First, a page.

Physical forces have profound effects on cellular behavior, physiology, and disease. Perhaps the most intruiguing and fascinating example is the formation of catch-bonds that strengthen cellular adhesion under shear stresses. Today mannose-binding by the Escherichia coli FimH adhesin remains one of the rare microbial catch-bond thoroughly characterized at the molecular level. Here we provide a quantitative demonstration of a catch-bond in living Gram-positive pathogens using force-clamp spectroscopy. We show that the dock, lock, and latch interaction between staphylococcal surface protein SpsD and fibrinogen is strong, and exhibits an unusual catch-slip transition. The bond lifetime first grows with force, but ultimately decreases to behave as a slip bond beyond a critical force (~1 nN) that is orders of magnitude higher than for previously investigated complexes. This catch-bond, never reported for a staphylococcal adhesin, provides the pathogen with a mechanism to tightly control its adhesive function during colonization and infection.

Force-clamp spectroscopy identifies a catch bond mechanism in a Gram-positive pathogen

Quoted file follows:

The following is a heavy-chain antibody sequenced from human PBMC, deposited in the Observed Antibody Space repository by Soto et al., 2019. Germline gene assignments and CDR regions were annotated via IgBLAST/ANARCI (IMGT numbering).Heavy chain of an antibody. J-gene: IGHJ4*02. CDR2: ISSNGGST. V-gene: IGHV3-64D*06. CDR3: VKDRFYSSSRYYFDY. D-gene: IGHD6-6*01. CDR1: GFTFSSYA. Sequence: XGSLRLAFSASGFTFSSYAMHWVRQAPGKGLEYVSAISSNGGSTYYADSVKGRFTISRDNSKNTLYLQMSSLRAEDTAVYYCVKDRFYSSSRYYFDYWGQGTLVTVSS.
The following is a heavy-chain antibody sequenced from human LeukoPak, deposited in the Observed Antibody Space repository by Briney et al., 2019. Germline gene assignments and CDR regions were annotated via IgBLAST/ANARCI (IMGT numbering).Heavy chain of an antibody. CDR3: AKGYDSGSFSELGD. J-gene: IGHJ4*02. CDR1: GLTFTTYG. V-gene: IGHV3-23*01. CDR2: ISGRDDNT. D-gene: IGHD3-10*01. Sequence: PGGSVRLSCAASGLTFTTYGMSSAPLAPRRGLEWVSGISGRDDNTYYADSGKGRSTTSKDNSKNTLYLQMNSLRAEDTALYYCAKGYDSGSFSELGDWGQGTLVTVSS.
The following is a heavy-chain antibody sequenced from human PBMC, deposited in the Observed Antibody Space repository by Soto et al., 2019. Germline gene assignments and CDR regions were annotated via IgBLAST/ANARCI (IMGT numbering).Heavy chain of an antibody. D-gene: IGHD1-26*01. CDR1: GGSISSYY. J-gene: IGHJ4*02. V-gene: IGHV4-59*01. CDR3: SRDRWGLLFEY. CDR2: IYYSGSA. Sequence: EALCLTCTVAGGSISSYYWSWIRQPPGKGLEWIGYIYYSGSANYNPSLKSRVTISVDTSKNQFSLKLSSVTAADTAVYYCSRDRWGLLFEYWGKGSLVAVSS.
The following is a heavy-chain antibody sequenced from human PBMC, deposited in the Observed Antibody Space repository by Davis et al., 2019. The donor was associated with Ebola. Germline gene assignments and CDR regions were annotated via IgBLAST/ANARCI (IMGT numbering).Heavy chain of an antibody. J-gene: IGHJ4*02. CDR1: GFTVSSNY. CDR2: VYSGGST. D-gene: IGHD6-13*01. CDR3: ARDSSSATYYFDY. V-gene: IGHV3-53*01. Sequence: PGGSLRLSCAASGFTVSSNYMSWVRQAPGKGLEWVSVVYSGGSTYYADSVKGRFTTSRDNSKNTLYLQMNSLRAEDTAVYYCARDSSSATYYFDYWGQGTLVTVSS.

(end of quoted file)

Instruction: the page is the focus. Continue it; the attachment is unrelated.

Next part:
Giampiero Pietrocola
Writing – Original Draft Preparation
;
Pietro Speziale
Writing – Review & Editing
;
2020-01-01

Abstract

Physical forces have profound effects on cellular behavior, physiology, and disease. Perhaps the most intruiguing and fascinating example is the formation of catch-bonds that strengthen cellular adhesion under shear stresses. Today mannose-binding by the Escherichia coli FimH adhesin remains one of the rare microbial catch-bond thoroughly characterized at the molecular level. Here we provide a quantitative demonstration of a catch-bond in living Gram-positive pathogens using force-clamp spectroscopy. We show that the dock, lock, and latch interaction between staphylococcal surface protein SpsD and fibrinogen is strong, and exhibits an unusual catch-slip transition. The bond lifetime first grows with force, but ultimately decreases to behave as a slip bond beyond a critical force (~1 nN) that is orders of magnitude higher than for previously investigated complexes. This catch-bond, never reported for a staphylococcal adhesin, provides the pathogen with a mechanism to tightly control its adhesive function during colonization and infection.
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Utilizza questo identificativo per citare o creare un link a questo documento: https://hdl.handle.net/11571/1466267
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